Ghost in the Shell Rated PG-13 by MPAA

by John Evans

The 1995 anime classic, Ghost in the Shell received an “R” rating when it was first released in the United States. Beyond some of the usual triggers which typically warrant such a rating, the general bleak and existential nature of the story make it one that would be difficult to imagine in the format of a mainstream “PG-13” blockbuster. But DreamWorks has a lot riding on the film’s big budget remake, which is due in theaters on March 31st. After much speculation, it has been officially revealed that the MPAA has rated Ghost in the Shell (2017) “PG-13” for “intense sequences of sci-fi violence, suggestive content and some disturbing images.”

While the news may be disappointing for mature moviegoers who were hoping that the film would not pull any punches, it’s hardly surprising. Earlier this month, China Film Insider reported that the film had passed Chinese censors for release in Chinese cinemas. Studios hoping to seek lucrative international markets are sometimes happy to make the cuts necessary to secure a foreign release. Ghostbusters (2016), for example, did not pass Chinese censors and it underperformed globally. Although Logan is a hard “R” in the States, it underwent significant content cuts and shed 14 minutes of footage to make it to Chinese cinemas.

Beyond the international marketplace, studios are less and less likely to risk earning an “R” rating on domestic releases due to the fact that it limits the number of potential moviegoers from being able to buy tickets to see the film. Some thought this mindset would change due to the incredible success of Fox’s Deadpool, but that phenomenon is surely the exception to the rule. While there are no budget estimates available for Ghost in the Shell at this time, the budget is obviously larger than the budget for Deadpool; and the larger the budget, the greater the chance the studio will do whatever it can to secure a “PG-13” rating.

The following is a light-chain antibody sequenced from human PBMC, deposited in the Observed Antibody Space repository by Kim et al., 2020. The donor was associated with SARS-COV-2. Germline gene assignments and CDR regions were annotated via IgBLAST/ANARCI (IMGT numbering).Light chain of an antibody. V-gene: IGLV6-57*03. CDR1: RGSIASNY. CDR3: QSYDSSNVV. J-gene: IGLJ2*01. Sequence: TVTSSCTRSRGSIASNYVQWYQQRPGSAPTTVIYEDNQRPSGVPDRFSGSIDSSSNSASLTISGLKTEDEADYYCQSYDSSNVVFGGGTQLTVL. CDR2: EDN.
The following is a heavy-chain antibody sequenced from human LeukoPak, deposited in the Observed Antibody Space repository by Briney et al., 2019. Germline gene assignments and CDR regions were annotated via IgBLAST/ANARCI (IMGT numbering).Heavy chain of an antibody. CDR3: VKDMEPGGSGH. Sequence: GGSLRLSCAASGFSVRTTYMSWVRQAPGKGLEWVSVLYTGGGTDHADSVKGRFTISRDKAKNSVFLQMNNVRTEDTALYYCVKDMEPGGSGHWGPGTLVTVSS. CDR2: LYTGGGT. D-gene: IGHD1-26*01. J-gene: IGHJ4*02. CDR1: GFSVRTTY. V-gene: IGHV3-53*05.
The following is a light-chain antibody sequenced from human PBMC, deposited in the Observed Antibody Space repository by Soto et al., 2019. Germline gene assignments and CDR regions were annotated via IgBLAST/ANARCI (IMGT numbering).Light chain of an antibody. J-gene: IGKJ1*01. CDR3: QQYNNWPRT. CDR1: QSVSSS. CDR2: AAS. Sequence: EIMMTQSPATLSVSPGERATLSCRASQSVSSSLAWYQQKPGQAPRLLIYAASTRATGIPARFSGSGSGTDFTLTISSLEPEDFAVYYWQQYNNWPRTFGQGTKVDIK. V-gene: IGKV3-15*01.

Lucy, Scarlett Johansson’s other sci-fi movie with adult themes, proved that moviegoers were willing to head to the theaters to see Johansson in this kind of role. The film earned approximately $463 million worldwide on a budget of $40 million. But once again, the budget for Ghost in the Shell is likely 3-4 times the budget for Lucy, which accounts for DreamWorks playing it safe for the rating.

With the film releasing next week, fans and analysts will know soon enough whether this gamble with content pays off. While the MPAA rating for the film has no correlation to the quality of the film itself, it does come with a guarantee of what fans will (and won’t) see in the picture. HNN staff writer, Nick Banks, calls it a “safety net”… a promise to the viewer that a film will go far, but only so far given the limitations of the MPAA rating. While Kong: Skull Island certainly pushed the limits of violence in a “PG-13” action flick, it played the gore off as comic-booky fare rather than the kind of dystopian physical and psychological carnage that Ghost in the Shell is known for.

Stay tuned to Horror News Network for more coverage of Ghost in the Shell as it breaks!

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